Byron Janis was born in 1928 at McKeesport, Pennsylvania. His
zenith appears to have been during the 1960s. He was of the
same generation as Van Cliburn, Graffman and Fleisher – the
latter also suffering problems with his hands.
Janis’s triumphs in Moscow during the height of the Cold War
left an indelible impression as a result of the recordings made
there. In 1973 he was afflicted psoriatic arthritis in both
hands and wrists which ultimately brought his performing career
to a close. His last recording was made in 1970 for EMI. In
1986, he became a spokesperson for the Arthritis Foundation
as its National Ambassador to the Arts. He wrote the music for
a musical theatre production of The Hunchback of Notre Dame
and also composed the score for the film-documentary The
True Gen: Cooper and Hemingway – a 20 Year Friendship. He
married the daughter of Gary Cooper.
A student of Horowitz for three years, phenomenally gifted and
celebrated he made a handful of LPs for Mercury Living Presence.
His technical team was led by Cozart and Fine and their triumphs
on location in Moscow and in London and Minneapolis are reflected
in this set of analogue originals. The wallet style box has
muscular claims on your bank account now that the five individual
Mercury CDs are difficult to lay hands on.
Janis has a resounding touch as well as opalescent delicacy
when required. He is recorded close-up and personal and is superbly
partnered by the London Symphony Orchestra and Dorati in Rachmaninov
3. Janis rips into the part with awe-inspiring technique and
artistic yield. Nothing is allowed to pass as commonplace whether
limelight melody or chuggingly stolid ostinato. To sample the
best from among the best try from 10:40 in the finale of No.
3. Dorati draws a crackingly coordinated barking report from
the LSO brass at the start of the finale.
Janis’s Rachmaninov Second begins almost impassively - certainly
modestly. The weight of the Minneapolis strings instantly captivates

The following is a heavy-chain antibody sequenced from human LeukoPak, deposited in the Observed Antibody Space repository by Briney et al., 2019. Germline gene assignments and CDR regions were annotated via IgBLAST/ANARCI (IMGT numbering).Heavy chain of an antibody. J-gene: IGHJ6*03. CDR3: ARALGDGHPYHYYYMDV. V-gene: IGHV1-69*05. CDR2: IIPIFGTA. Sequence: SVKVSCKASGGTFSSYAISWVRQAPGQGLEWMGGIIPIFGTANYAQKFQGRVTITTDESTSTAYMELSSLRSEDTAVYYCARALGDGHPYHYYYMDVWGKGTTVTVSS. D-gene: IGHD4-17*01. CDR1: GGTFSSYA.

as it also does in the precise stereo by-play of the finale.
Janis tends to be less than probing in the middle movement and
he is not helped by a vibrato-laden flute. No such reservations
about Janis’s Rachmaninov No. 1 which has all the volatility,
fire and heady poetry of the Third. The shrapnel dazzle and
euphoric tumbling complexity of the finale is glorious. Much
the same applies to the Prokofiev 3 with its echoes of Walton
in his Sinfonia Concertante. Kondrashin drives the Moscow
Philharmonic Orchestra mercilessly but has time for gawky charm
in the middle movement. Janis has charisma in spades in the
finale. The Schumann and the Tchaikovsky are in the same exalted
league. Again the pianist’s breathtaking skills, the spot-on
yet life-enhancing orchestral contribution and the recording
all conspire to make this a special listening experience. There’s
nothing anonymous about this music-making. An almost cosy Arabeske
is sandwiched between the two concertos. For fear that my
earlier comments might have you concluding that there is insufficient
dynamic contrast you need only listen to the whisper quiet Andante
semplice to be reassured. The fourth and final disc offer
the meretricious yet sentimentally entertaining two Liszt concertos
which Janis despatches with all the élan and tireless confidence
you would expect. The Second Piano Concerto is a finer work
with more musical substance and it again shines in the hands
of Janis and the Rozhdestvensky whether in elfin display, thunderous
triumph or melancholy swoon. The recording in this case brings
out a certain shrillness in the more demonstrative movements.
The Pictures bristle with grainy character and phenomenal
virtuosity. It shines from an artist who seems to have no need
to struggle with technique.
Microphone placement is ideal for it picks up detail in a glowing
macro focus that reminds me of the best of Decca recordings
of the 1960s and 1970s .
These are drawn from analogue tapes and the music signal is
underpinned with a soft hiss – more a cradle than a distraction.
Satisfying notes from Ates Orga.
I doubt you will again see these fine recordings as inexpensively
and as classily packaged as they are here. These are classic
fifty-year-old recordings of performances without a hint of
autopilot about them. The set demands your consideration.
dedicated to Byron Janis